Design/methodology/approach

It is based on a review of the relevant literature and interviews with purposive samples of research, criminal justice and social welfare professionals and young people involved in or affected by gang crime. Findings were triangulated with data held by the police and other public authorities.

Findings

The term “street gang” includes a wide variety of groupings all of which are involved in some form of crime but with differential levels of organisation and commitment to purely instrumental goals. Gangs may form but not necessarily evolve. Gangs appear to develop in very different ways depending on the available opportunities, pre-existing forms of criminality in the areas in which they emerge and global changes in drugs markets.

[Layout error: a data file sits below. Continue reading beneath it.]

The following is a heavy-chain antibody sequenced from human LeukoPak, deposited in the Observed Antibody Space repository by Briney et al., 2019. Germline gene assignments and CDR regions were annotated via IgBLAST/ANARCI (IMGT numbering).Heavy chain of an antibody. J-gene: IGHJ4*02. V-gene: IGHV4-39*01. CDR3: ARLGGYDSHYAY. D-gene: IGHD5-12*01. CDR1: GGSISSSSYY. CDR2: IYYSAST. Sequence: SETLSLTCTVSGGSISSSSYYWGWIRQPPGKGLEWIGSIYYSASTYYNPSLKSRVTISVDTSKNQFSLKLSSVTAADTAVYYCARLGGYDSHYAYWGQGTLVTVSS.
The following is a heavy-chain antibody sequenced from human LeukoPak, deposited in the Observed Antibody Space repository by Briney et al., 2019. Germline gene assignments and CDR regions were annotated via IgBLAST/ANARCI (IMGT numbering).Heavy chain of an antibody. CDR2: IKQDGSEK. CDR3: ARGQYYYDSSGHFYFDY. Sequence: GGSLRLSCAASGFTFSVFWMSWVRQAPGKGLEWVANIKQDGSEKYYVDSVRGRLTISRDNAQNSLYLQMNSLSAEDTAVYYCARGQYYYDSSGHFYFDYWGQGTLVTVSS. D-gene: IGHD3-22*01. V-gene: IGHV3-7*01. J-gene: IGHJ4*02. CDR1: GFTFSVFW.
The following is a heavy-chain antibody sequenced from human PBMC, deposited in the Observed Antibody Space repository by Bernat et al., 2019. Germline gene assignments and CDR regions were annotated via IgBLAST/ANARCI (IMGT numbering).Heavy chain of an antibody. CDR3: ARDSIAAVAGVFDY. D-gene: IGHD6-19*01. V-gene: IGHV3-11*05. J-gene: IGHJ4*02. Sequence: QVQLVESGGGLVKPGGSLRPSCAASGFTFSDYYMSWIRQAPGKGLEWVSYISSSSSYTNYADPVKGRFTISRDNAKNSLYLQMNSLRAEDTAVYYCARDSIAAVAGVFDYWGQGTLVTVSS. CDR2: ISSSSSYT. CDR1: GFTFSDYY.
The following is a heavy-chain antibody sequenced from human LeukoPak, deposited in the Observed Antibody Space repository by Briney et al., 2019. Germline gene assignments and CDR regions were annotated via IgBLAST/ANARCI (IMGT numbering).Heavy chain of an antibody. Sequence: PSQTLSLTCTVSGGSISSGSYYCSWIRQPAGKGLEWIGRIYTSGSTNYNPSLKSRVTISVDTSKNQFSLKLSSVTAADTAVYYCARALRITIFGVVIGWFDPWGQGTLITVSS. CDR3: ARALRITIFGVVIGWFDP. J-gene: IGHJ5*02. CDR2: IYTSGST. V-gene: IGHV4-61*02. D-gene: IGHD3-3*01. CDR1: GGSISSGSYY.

Originality/value

The originality of the paper consists in its interrogation of the concept of “gang evolution” and its discussion of the variety of forms and evolutionary trajectories of gangs.

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Safer Communities, vol. 18 no. 2
Type: Research Article
ISSN: 1757-8043

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Article
Publication date: 8 December 2020

Adam Westall

This paper aims to contribute towards our knowledge and understanding of volunteer street patrols working within community safety and pluralised policing. Through the…

Abstract

Purpose

This paper aims to contribute towards our knowledge and understanding of volunteer street patrols working within community safety and pluralised policing. Through the increased responsibilisation of communities and individuals, volunteers are taking to the streets to help others in need and support the community safety infrastructure. The example of volunteer street patrols is used to explore the motivations of individuals participating in the local delivery of community safety and policing.